Diana Nyad, ‘Nyad’ Directors Defend Biopic Ahead of Nov. 3 Netflix Release

by Riley Overend 22

September 08th, 2023 News, Open Water

‘Nyad,’ the biopic about Diana Nyad’s historic Cuba-to-Florida swim at age 64, premiered last weekend at the Telluride Film Festival ahead of its Nov. 3 release on Netflix. Catch a first glimpse of the film here featuring four-time Oscar nominee Annette Bening as Nyad and Oscar winner Jodie Foster as her coach, Bonnie Stoll:

But as Oscar hype builds for the star-studded cast, excitement for the film has been met by a wave of scrutiny from the open water swimming community. SwimSwam went in depth into why the 110-mile, 53-hour journey has remained such a major point of contention a decade later, but neither Nyad nor directors Jimmy Chin and Elizabeth Chai Vasarhelyi (2018’s Free Solo) responded to requests for comment earlier this year. Now as part of the ‘Nyad’ press tour hitting the LA Times, Hollywood Reporter, Vanity Fair, and other media outlets, the trio is speaking publicly in defense of the film.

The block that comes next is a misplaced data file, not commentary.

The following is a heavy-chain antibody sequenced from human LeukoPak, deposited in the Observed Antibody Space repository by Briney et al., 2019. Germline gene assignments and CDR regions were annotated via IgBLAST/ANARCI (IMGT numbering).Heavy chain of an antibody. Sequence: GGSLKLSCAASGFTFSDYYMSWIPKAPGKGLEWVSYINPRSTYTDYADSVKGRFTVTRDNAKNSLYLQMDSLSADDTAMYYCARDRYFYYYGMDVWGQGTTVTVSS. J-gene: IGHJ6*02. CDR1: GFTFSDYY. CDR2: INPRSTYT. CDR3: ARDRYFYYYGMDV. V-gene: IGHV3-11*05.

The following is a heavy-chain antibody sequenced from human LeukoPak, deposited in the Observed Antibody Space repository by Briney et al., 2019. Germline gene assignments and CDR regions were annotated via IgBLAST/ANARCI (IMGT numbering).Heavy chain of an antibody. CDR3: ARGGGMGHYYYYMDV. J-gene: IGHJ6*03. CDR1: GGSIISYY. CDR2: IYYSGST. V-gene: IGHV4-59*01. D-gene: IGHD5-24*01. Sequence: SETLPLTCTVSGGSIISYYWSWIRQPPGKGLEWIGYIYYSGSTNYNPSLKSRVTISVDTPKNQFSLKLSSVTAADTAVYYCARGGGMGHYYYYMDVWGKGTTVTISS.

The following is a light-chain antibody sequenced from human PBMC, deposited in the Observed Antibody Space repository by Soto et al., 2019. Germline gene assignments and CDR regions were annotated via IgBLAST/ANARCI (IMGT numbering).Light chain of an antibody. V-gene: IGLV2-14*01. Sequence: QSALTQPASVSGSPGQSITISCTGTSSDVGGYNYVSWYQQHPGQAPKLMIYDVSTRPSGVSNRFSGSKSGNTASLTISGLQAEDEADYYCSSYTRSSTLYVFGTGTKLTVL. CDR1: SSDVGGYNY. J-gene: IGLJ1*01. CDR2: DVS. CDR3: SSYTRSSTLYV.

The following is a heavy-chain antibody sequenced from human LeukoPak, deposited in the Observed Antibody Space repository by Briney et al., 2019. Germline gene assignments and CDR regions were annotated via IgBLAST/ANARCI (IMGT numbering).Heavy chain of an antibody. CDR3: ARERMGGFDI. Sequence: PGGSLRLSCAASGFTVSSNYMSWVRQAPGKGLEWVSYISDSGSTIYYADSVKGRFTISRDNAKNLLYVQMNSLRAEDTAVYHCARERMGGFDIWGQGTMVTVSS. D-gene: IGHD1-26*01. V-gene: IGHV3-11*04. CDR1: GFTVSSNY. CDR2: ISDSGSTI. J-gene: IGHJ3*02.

“Our film is not about a record,” Varsarhelyi told the LA Times. “Our film is not about how many times someone was touched. It’s about how a woman woke up at 60 and realized she wasn’t finished, even though the world may be finished with her.”

Chin said they looked into some of the criticisms and “found that they weren’t valid.”

“When you look at an athlete pushing the boundaries of their sport, there are armchair critics, naysayers, and skeptics,” Chin said. “That’s just part of the deal. But there’s no question that she swam 110 miles.”